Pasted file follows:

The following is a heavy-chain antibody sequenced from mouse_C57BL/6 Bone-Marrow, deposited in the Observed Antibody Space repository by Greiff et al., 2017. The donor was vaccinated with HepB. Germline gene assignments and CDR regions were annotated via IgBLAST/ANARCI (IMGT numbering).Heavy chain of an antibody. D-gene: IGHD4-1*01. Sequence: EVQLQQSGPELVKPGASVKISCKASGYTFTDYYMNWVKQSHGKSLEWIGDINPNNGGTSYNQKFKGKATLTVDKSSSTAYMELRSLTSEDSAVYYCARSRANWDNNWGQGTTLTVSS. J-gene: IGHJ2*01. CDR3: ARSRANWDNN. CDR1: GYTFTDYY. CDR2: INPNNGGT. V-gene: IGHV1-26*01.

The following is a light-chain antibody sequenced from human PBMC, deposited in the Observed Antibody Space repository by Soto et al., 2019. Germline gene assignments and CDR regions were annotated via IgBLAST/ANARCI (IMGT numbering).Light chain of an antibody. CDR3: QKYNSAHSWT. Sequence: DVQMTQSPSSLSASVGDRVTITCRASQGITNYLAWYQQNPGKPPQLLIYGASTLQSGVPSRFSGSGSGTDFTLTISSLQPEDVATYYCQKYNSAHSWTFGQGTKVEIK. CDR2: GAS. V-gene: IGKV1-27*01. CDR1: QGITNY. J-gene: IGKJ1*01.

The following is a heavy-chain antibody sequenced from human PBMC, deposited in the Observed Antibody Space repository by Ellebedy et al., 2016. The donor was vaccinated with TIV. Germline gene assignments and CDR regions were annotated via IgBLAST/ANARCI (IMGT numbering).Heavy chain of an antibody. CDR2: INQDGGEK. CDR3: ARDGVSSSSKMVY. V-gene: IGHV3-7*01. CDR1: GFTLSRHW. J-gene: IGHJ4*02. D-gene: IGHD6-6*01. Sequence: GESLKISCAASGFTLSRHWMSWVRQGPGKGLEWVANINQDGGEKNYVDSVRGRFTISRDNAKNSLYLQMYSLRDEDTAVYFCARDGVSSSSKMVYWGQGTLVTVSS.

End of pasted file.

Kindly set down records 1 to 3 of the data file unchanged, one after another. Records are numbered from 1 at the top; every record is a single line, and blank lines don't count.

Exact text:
The following is a heavy-chain antibody sequenced from mouse_C57BL/6 Bone-Marrow, deposited in the Observed Antibody Space repository by Greiff et al., 2017. The donor was vaccinated with HepB. Germline gene assignments and CDR regions were annotated via IgBLAST/ANARCI (IMGT numbering).Heavy chain of an antibody. D-gene: IGHD4-1*01. Sequence: EVQLQQSGPELVKPGASVKISCKASGYTFTDYYMNWVKQSHGKSLEWIGDINPNNGGTSYNQKFKGKATLTVDKSSSTAYMELRSLTSEDSAVYYCARSRANWDNNWGQGTTLTVSS. J-gene: IGHJ2*01. CDR3: ARSRANWDNN. CDR1: GYTFTDYY. CDR2: INPNNGGT. V-gene: IGHV1-26*01.

The following is a light-chain antibody sequenced from human PBMC, deposited in the Observed Antibody Space repository by Soto et al., 2019. Germline gene assignments and CDR regions were annotated via IgBLAST/ANARCI (IMGT numbering).Light chain of an antibody. CDR3: QKYNSAHSWT. Sequence: DVQMTQSPSSLSASVGDRVTITCRASQGITNYLAWYQQNPGKPPQLLIYGASTLQSGVPSRFSGSGSGTDFTLTISSLQPEDVATYYCQKYNSAHSWTFGQGTKVEIK. CDR2: GAS. V-gene: IGKV1-27*01. CDR1: QGITNY. J-gene: IGKJ1*01.

The following is a heavy-chain antibody sequenced from human PBMC, deposited in the Observed Antibody Space repository by Ellebedy et al., 2016. The donor was vaccinated with TIV. Germline gene assignments and CDR regions were annotated via IgBLAST/ANARCI (IMGT numbering).Heavy chain of an antibody. CDR2: INQDGGEK. CDR3: ARDGVSSSSKMVY. V-gene: IGHV3-7*01. CDR1: GFTLSRHW. J-gene: IGHJ4*02. D-gene: IGHD6-6*01. Sequence: GESLKISCAASGFTLSRHWMSWVRQGPGKGLEWVANINQDGGEKNYVDSVRGRFTISRDNAKNSLYLQMYSLRDEDTAVYFCARDGVSSSSKMVYWGQGTLVTVSS.